The Clean Sea Illusion – An Open Letter to Plastic Consumers

clean sea illusion
PHOTO by Nikky Wight // DESIGN by Becca A., Escape to Vava’u

By now, most of us have heard of that new study statistic floating around that states, “By 2050, there will be more plastic than fish (by weight, according to a report done by the Ellen Macarthur Foundation) in the ocean”. Immediately, some of you quickly scroll right past this.

I get it – you’re scrolling past the ‘negative stuff’; normally, I would be right there with you. One can feel lost within all of the things seeming to go wrong in the world, and a simple scroll past can sometimes take away the loss-of-hope feeling one gets while reading such wreckage daily. But there are some issues rising in severity, and require us to stop scrolling and start informing ourselves (and others), as well as to begin to take it upon ourselves to find a solution.

You may not think that your actions and your voice make a difference; my goal for this post is to raise awareness, open up some eyes, spread the word, and provide solutions that any person can do to combat this expansive problem.

While I was living in LA, I really saw first-hand the destruction that humans are causing to the beaches/oceans. My stay in LA started in January of 2015, and ended in November 2015 – in May, disaster struck:

Photo via Fox 5 San Diego

The pipeline burst in Santa Barbara – this picture makes me want to do a mixture of crying and vomiting. Just look at it! I am sparing you all the photos of many, many oil-covered marine animals living their last seconds in the wakes of our poor decisions and greed. For months after, beaches around the area were also affected, including those in Venice, Malibu, and Santa Monica. Clumps of oil and trash were washing up on public and private beaches, leaving many tourists and locals speechless. To see this migration of oil from Santa Barbara to LA and Orange County beaches, click here.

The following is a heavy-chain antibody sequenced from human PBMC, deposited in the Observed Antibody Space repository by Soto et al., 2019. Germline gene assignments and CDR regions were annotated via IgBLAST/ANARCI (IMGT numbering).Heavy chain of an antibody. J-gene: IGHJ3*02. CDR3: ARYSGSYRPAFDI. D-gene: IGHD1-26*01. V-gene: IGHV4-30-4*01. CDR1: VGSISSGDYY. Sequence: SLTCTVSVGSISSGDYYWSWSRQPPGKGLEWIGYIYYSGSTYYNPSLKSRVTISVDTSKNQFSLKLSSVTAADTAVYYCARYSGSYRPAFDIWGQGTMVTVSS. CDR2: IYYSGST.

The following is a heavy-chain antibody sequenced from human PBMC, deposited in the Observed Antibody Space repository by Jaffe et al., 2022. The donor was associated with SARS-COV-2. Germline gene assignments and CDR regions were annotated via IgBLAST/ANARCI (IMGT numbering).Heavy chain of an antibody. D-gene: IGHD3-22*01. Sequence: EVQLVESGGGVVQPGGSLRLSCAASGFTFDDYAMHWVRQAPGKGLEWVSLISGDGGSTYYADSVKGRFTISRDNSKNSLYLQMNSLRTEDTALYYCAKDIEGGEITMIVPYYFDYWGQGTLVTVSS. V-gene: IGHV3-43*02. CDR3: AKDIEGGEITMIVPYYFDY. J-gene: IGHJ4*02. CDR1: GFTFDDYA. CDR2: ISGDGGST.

I remember going to Venice with a friend one day shortly after this had happened, and as we walked on the shore, oil would seep through the sand and stain our feet. I had never seen pollution like this first hand, but little did I know that this was only the tip of the iceberg.

This caused me to do research on current ocean pollution; the results I found were shocking. But before we dive into that, let’s talk about how it all got started –

D I R T Y  B E G I N N I N G S

It’s safe to assume that since the start of time, we have been polluting the ocean in one form or another (typically by jumping waste or remains, coal extraction and burning, mercury exposure, etc.). We really didn’t do this on a larger scale until the Industrial Revolution, according to historians. Most of the factories were located near water for easy navigation and transportation- until the 20th century, most believed that dumping harmful waste into the ocean was okay because it was assumed that the ocean had unlimited diluting abilities. Hint, it doesn’t. This dumping of factory waste and toxins began the mass human pollution of the ocean, that is, until plastic came along.